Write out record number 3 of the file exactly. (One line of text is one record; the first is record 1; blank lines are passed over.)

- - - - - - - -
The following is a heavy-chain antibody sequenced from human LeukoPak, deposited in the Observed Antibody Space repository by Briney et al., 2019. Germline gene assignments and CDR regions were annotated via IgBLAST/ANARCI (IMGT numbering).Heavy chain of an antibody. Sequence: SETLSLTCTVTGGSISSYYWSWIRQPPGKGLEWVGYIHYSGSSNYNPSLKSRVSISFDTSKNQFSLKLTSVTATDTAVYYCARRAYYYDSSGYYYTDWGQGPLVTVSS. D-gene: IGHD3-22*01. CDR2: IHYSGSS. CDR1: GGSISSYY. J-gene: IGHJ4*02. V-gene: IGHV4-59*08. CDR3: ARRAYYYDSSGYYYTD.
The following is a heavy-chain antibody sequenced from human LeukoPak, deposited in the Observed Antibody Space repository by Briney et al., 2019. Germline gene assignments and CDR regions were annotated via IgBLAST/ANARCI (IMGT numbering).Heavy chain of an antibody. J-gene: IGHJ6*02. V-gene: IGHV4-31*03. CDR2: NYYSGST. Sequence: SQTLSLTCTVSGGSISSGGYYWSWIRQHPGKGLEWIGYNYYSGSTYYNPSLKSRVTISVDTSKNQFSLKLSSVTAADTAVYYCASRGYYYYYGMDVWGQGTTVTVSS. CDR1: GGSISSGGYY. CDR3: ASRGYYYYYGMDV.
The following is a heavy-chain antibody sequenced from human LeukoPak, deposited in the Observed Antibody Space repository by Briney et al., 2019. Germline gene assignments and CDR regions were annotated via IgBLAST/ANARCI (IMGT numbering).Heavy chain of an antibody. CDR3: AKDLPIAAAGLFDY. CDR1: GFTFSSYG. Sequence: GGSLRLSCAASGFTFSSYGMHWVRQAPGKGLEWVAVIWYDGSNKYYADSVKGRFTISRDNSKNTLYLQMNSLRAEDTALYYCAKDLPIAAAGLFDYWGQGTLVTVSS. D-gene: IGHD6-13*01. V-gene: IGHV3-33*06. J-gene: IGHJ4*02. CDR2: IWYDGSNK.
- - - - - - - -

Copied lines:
The following is a heavy-chain antibody sequenced from human LeukoPak, deposited in the Observed Antibody Space repository by Briney et al., 2019. Germline gene assignments and CDR regions were annotated via IgBLAST/ANARCI (IMGT numbering).Heavy chain of an antibody. CDR3: AKDLPIAAAGLFDY. CDR1: GFTFSSYG. Sequence: GGSLRLSCAASGFTFSSYGMHWVRQAPGKGLEWVAVIWYDGSNKYYADSVKGRFTISRDNSKNTLYLQMNSLRAEDTALYYCAKDLPIAAAGLFDYWGQGTLVTVSS. D-gene: IGHD6-13*01. V-gene: IGHV3-33*06. J-gene: IGHJ4*02. CDR2: IWYDGSNK.